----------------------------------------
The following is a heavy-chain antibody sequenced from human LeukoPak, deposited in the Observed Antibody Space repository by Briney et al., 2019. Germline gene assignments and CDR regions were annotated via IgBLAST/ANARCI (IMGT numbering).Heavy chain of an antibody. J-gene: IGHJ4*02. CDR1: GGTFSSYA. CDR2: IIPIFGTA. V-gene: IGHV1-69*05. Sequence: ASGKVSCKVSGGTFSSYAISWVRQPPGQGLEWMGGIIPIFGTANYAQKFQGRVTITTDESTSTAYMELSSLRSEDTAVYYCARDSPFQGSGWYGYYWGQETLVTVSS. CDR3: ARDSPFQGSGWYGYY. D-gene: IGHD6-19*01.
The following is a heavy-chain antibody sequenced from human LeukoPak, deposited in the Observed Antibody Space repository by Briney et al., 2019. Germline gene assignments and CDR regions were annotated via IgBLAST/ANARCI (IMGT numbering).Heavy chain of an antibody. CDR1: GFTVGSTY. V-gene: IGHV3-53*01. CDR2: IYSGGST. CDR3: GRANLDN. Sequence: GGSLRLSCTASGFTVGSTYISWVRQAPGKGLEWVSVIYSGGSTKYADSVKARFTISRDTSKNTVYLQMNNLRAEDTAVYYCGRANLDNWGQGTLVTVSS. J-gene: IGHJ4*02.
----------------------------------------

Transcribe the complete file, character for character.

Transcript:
The following is a heavy-chain antibody sequenced from human LeukoPak, deposited in the Observed Antibody Space repository by Briney et al., 2019. Germline gene assignments and CDR regions were annotated via IgBLAST/ANARCI (IMGT numbering).Heavy chain of an antibody. J-gene: IGHJ4*02. CDR1: GGTFSSYA. CDR2: IIPIFGTA. V-gene: IGHV1-69*05. Sequence: ASGKVSCKVSGGTFSSYAISWVRQPPGQGLEWMGGIIPIFGTANYAQKFQGRVTITTDESTSTAYMELSSLRSEDTAVYYCARDSPFQGSGWYGYYWGQETLVTVSS. CDR3: ARDSPFQGSGWYGYY. D-gene: IGHD6-19*01.
The following is a heavy-chain antibody sequenced from human LeukoPak, deposited in the Observed Antibody Space repository by Briney et al., 2019. Germline gene assignments and CDR regions were annotated via IgBLAST/ANARCI (IMGT numbering).Heavy chain of an antibody. CDR1: GFTVGSTY. V-gene: IGHV3-53*01. CDR2: IYSGGST. CDR3: GRANLDN. Sequence: GGSLRLSCTASGFTVGSTYISWVRQAPGKGLEWVSVIYSGGSTKYADSVKARFTISRDTSKNTVYLQMNNLRAEDTAVYYCGRANLDNWGQGTLVTVSS. J-gene: IGHJ4*02.